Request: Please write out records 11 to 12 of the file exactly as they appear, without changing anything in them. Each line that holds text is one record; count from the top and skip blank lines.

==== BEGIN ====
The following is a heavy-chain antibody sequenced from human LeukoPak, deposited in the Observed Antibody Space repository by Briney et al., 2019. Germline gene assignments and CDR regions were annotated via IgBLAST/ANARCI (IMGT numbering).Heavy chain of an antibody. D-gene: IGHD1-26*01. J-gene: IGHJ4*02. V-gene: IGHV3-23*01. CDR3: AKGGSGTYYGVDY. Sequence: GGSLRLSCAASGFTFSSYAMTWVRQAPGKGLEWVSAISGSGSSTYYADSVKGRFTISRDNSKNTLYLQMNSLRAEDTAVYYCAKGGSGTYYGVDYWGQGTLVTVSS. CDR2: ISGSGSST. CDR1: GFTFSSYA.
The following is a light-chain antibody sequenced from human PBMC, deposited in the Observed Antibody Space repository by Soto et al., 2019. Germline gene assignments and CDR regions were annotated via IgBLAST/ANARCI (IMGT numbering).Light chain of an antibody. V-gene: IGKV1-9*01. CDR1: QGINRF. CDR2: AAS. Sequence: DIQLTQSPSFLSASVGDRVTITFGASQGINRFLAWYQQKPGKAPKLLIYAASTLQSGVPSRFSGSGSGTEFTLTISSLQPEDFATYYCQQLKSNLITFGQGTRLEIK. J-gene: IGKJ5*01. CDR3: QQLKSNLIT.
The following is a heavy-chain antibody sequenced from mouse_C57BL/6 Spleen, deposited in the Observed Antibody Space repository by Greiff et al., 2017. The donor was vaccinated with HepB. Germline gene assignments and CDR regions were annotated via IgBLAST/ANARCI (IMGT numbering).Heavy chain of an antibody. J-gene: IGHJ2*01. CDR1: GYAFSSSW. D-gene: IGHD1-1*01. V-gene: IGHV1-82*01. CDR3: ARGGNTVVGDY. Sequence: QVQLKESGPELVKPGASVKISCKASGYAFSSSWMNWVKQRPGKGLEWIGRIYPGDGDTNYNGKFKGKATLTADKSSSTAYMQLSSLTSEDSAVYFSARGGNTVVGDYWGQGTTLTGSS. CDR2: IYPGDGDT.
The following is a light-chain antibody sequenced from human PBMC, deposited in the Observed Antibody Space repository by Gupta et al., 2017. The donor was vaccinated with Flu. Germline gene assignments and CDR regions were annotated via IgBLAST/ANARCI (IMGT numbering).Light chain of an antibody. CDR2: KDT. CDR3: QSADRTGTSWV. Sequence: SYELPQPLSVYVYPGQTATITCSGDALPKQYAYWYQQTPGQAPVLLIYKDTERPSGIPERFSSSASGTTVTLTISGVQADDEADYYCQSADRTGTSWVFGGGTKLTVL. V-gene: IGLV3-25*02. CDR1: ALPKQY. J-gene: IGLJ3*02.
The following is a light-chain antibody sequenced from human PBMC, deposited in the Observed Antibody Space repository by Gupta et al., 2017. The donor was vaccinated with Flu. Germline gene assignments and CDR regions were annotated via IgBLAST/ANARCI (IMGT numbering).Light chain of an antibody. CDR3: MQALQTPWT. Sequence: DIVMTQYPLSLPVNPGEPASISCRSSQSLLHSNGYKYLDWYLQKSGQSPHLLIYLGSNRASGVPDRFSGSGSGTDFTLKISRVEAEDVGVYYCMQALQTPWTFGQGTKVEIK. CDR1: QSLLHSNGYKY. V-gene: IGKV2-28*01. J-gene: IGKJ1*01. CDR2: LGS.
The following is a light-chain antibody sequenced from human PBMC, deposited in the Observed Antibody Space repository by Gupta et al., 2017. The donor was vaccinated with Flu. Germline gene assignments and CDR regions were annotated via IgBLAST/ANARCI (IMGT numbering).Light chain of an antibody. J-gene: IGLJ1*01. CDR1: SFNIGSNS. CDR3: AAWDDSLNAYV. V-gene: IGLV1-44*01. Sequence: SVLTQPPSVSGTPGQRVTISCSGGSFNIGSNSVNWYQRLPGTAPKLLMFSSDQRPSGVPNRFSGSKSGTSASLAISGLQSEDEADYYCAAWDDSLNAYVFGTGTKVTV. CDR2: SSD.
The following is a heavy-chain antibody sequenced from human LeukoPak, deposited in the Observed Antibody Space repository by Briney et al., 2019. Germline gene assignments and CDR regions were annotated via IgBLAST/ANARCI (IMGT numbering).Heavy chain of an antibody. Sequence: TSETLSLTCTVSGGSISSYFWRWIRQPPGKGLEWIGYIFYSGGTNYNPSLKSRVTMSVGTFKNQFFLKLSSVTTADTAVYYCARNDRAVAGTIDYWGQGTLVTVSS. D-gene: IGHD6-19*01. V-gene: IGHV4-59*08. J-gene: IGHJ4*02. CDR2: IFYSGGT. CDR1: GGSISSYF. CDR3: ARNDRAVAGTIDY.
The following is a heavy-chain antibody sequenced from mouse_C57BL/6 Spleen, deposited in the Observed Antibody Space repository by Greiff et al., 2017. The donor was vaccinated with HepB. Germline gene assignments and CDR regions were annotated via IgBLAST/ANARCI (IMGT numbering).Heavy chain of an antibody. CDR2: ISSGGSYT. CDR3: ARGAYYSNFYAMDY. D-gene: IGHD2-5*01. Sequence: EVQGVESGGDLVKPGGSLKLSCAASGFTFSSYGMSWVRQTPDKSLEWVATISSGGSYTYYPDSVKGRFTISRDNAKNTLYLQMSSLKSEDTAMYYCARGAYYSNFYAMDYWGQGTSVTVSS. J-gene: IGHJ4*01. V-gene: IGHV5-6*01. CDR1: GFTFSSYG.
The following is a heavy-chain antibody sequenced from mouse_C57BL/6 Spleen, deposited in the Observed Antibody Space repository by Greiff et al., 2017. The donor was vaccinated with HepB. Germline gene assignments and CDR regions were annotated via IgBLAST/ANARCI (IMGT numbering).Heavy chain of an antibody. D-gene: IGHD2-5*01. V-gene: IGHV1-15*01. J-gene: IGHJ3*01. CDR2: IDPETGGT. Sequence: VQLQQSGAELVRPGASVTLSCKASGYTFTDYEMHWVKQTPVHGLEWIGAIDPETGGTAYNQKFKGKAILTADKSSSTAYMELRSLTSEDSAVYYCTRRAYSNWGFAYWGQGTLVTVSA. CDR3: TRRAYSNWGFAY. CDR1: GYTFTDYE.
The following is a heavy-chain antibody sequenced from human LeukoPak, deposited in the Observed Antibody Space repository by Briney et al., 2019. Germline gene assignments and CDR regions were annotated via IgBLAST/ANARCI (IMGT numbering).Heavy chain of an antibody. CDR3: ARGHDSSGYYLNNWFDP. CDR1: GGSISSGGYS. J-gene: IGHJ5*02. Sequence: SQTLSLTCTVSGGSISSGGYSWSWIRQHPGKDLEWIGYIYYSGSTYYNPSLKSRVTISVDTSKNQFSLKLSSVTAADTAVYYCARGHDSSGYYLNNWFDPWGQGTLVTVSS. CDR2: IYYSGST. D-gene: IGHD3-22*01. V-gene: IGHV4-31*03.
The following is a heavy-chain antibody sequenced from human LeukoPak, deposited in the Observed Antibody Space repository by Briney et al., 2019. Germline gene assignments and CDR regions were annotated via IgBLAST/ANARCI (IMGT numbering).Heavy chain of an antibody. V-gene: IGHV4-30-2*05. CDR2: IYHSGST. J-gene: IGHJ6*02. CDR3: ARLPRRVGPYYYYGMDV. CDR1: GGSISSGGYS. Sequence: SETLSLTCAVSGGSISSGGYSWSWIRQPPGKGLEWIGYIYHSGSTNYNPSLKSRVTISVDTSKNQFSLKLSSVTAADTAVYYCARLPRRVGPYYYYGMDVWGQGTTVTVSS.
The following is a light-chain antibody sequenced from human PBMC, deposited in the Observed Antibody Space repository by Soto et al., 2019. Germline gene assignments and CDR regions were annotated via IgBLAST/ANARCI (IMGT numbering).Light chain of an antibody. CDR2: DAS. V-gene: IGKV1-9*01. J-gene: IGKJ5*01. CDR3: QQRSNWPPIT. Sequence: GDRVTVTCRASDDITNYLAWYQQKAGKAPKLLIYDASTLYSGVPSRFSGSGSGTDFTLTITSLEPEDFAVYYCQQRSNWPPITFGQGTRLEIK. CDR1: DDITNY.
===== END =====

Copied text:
The following is a heavy-chain antibody sequenced from human LeukoPak, deposited in the Observed Antibody Space repository by Briney et al., 2019. Germline gene assignments and CDR regions were annotated via IgBLAST/ANARCI (IMGT numbering).Heavy chain of an antibody. V-gene: IGHV4-30-2*05. CDR2: IYHSGST. J-gene: IGHJ6*02. CDR3: ARLPRRVGPYYYYGMDV. CDR1: GGSISSGGYS. Sequence: SETLSLTCAVSGGSISSGGYSWSWIRQPPGKGLEWIGYIYHSGSTNYNPSLKSRVTISVDTSKNQFSLKLSSVTAADTAVYYCARLPRRVGPYYYYGMDVWGQGTTVTVSS.
The following is a light-chain antibody sequenced from human PBMC, deposited in the Observed Antibody Space repository by Soto et al., 2019. Germline gene assignments and CDR regions were annotated via IgBLAST/ANARCI (IMGT numbering).Light chain of an antibody. CDR2: DAS. V-gene: IGKV1-9*01. J-gene: IGKJ5*01. CDR3: QQRSNWPPIT. Sequence: GDRVTVTCRASDDITNYLAWYQQKAGKAPKLLIYDASTLYSGVPSRFSGSGSGTDFTLTITSLEPEDFAVYYCQQRSNWPPITFGQGTRLEIK. CDR1: DDITNY.